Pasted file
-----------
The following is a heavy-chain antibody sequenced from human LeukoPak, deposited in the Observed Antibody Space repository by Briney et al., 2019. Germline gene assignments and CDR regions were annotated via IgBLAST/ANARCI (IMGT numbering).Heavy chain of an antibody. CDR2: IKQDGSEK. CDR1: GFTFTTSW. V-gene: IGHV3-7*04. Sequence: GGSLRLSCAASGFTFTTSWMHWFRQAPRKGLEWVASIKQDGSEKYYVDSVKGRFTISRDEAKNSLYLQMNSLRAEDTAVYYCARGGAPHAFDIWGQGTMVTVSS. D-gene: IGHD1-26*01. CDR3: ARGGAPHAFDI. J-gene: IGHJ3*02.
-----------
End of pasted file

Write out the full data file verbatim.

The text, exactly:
The following is a heavy-chain antibody sequenced from human LeukoPak, deposited in the Observed Antibody Space repository by Briney et al., 2019. Germline gene assignments and CDR regions were annotated via IgBLAST/ANARCI (IMGT numbering).Heavy chain of an antibody. CDR2: IKQDGSEK. CDR1: GFTFTTSW. V-gene: IGHV3-7*04. Sequence: GGSLRLSCAASGFTFTTSWMHWFRQAPRKGLEWVASIKQDGSEKYYVDSVKGRFTISRDEAKNSLYLQMNSLRAEDTAVYYCARGGAPHAFDIWGQGTMVTVSS. D-gene: IGHD1-26*01. CDR3: ARGGAPHAFDI. J-gene: IGHJ3*02.